Brugmansia versicolor Lagerheim of the family Solanaceae was propagated through shoot tip culture and shoots were cold-stored in vitro at 5, 10 or 15°C under light or dark condition. All the shoots died after cold storage for 6 months at 5°C irrespective of light condition. When shoots were stored for 12 months at 15°C under light illumination, the best 100% survival rate was obtained. The plants regenerated from shoots stored for 6 or 12 months retained the ability to accumulate scopolamine as much as the control plants which were raised from shoots maintained under normal culture condition without cold-storage. These findings show that slow growth storage of in vitro B. versicolor shoots at 15°C can be used as a germplasm conservation system for short-or medium-term duration without deterioration of the ability to accumulate the secondary metabolites.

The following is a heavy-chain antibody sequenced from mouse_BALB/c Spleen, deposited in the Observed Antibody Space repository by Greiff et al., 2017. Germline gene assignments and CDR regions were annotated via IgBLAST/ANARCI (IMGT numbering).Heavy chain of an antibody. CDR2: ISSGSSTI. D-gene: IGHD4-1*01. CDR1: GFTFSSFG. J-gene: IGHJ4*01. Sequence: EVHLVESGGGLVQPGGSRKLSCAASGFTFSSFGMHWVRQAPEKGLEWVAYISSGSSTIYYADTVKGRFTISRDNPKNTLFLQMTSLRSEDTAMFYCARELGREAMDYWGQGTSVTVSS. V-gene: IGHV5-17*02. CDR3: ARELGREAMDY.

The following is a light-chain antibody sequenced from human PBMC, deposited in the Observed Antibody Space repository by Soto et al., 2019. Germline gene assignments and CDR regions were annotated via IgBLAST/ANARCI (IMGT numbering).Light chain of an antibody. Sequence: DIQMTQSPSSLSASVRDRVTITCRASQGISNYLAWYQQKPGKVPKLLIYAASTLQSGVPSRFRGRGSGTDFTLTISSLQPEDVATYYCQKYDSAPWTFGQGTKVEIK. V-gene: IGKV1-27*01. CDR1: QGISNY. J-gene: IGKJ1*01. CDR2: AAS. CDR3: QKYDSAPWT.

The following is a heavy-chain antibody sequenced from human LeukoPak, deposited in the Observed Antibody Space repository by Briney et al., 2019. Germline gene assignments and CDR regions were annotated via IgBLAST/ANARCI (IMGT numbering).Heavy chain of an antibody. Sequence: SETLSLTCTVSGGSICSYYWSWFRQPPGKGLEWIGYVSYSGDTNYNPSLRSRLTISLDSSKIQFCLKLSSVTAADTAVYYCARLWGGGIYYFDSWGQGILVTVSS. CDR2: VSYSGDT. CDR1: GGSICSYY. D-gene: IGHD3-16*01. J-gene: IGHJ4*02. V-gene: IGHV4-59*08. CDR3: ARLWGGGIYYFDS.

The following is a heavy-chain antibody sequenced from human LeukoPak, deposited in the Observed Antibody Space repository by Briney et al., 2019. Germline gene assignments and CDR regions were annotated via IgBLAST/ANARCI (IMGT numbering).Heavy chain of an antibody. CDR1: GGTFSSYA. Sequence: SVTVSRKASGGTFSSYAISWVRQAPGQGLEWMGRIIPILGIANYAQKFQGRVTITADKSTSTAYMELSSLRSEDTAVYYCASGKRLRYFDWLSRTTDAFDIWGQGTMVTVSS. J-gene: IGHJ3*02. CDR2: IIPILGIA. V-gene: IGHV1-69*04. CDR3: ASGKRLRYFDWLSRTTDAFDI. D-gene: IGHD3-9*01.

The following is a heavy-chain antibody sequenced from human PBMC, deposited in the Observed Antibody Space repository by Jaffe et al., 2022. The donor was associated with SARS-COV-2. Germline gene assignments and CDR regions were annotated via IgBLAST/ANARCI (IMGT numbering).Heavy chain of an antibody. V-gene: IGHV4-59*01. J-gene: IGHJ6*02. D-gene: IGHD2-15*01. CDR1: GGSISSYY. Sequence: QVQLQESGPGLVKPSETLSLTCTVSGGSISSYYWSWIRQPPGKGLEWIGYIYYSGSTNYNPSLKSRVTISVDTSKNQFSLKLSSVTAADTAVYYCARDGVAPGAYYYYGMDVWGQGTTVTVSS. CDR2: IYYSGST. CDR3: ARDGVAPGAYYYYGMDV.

In radish (Raphanus sativus L.) cotyledons, γ-glutamyltransferase (GGT, EC 220.127.116.11) activity was detected in both fractions extracted with grinding buffer alone (low ionic strength buffer) and the same buffer supplemented with 1 M NaCl (high ionic strength buffer). The former was referred to as soluble GGT and the latter, as bound GGT. Bound GGT was not solubilized by 1% Triton X-100. The activities of both soluble and bound GGTs were inhibited by acivicin, an inhibitor of mammalian and Escherichia coli GGTs. The activity of GGT extracted with the high ionic strength buffer disappeared when protoplasts were prepared, indicating the localization of bound GGT to cell walls. These results strongly indicate the occurrence of two forms of GGTs, soluble and bound ones. The two forms of GGTs were also found in Arabidopsis thaliana, cabbage, pea, soybean, maize and rice among the eight plants tested, in addition to radish.